Our education system is broken. Classrooms are under-resourced, students are under-developed, and the outcomes aren’t where they should be. But don’t talk to Marcus Noel about problems. He deals in solutions.

Marcus is on a mission. The StartingBloc, Education Pioneer,and ProInspire alum exudes a love for education that has taken him from Wall Street to the starting his own enterprise, Heart of Man, which seeks to give students the resources and education to help them create their own lives. If that’s not enough, he’s also working on Obama’s ConnectED Initiative, bringing digital learning to all students across America. Dedication is in his DNA.

I got a chance to chop it up with Marcus and see what Heart of Man’s true purpose is for the community, the lessons he has learned along the way, and what the future looks like. Check out my interview below to hear more about how Marcus built his business.


What is Heart of Man?

Heart of Man is a clothing and accessory brand designed to transform the way socially conscious consumers shop. Every product we launch into the world is designed by students to help fund, educate and propel students in underserved communities to succeed in life. Every product is designed to bring the ideas of inner-city students to life and use entrepreneurship to jumpstart their education.

Specifically,  HoM teaches students entrepreneurship and design. For each item sold, a percentage of profits are donated to the students’ scholarship fund to help them fulfill their life potential.

Who is Marcus Noel?

God fearing. Passionate. Tenacious. Creative. Relentless. Courageous.


What inspired you to create Heart of Man?


Roughly 2 million students drop out of high school annually, that’s about 30% of our US students. Most of those students are African American and Latino, living in at-risk communities.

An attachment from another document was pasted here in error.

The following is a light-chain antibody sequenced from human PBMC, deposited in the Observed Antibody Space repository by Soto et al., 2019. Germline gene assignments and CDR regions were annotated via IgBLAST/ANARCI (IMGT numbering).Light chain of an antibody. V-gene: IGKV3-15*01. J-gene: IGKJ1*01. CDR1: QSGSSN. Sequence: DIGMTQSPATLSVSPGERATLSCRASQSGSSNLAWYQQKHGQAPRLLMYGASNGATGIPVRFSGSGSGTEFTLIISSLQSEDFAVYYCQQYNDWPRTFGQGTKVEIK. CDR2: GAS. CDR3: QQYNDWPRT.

To some these may seem like rhetorical statistics, but for me this hits close to my heart. I am my family’s first college graduate and I am passionate about educating students in need because I have seen the negative affects up-close and personal.

Growing up in my community I have seen family members, friends, and other loved ones incarcerated, controlled by drugs, victims and participants of violence, poverty stricken by teen pregnancy. These are the outcomes that plague high school dropouts. The Achievement Gap has been a pressing problem of growing concern amongst educators, policymakers and civic leaders. Here’s what we believe:

1. The problem does not end in the classroom and has become a challenge rooted deeply in the motivation of the student.

2. Traditional educational curriculum lacks a way to incentivize students to become passionate about learning.

3. Students living in inner‐city environments affected by the achievement gap cannot achieve success because they cannot yet imagine what success looks and feels like. If we educate students on the fundamentals of design thinking and entrepreneurship, they will be empowered to create and produce for themselves.

Heart of Man is teaching students entrepreneurship and design which will propel them to create lives for themselves.  Our students are gaining real life skills. I firmly believe that entrepreneurship should be taught in K-12 classrooms.


How is Heart of Man impacting the community?  


Heart of Man is teaching students entrepreneurship and design which will propel them to create lives for themselves Our students are gaining real life skills. I firmly believe that entrepreneurship should be taught in K-12 classrooms.


Our primary focuses are: 

  • Teaching students character building and leadership.
  • Instilling the confidence to create, lead, and impact others with defined purpose.
  • Introduce new concepts and new learning environments to the students.
  • Exploring their own gifts and talents to create their own pathways to success.
  • Challenging students to solve real world problems and to exceed societal expectations.
  • Have a firm understanding of grit, perseverance, and rigor which is needed to become successful in the real world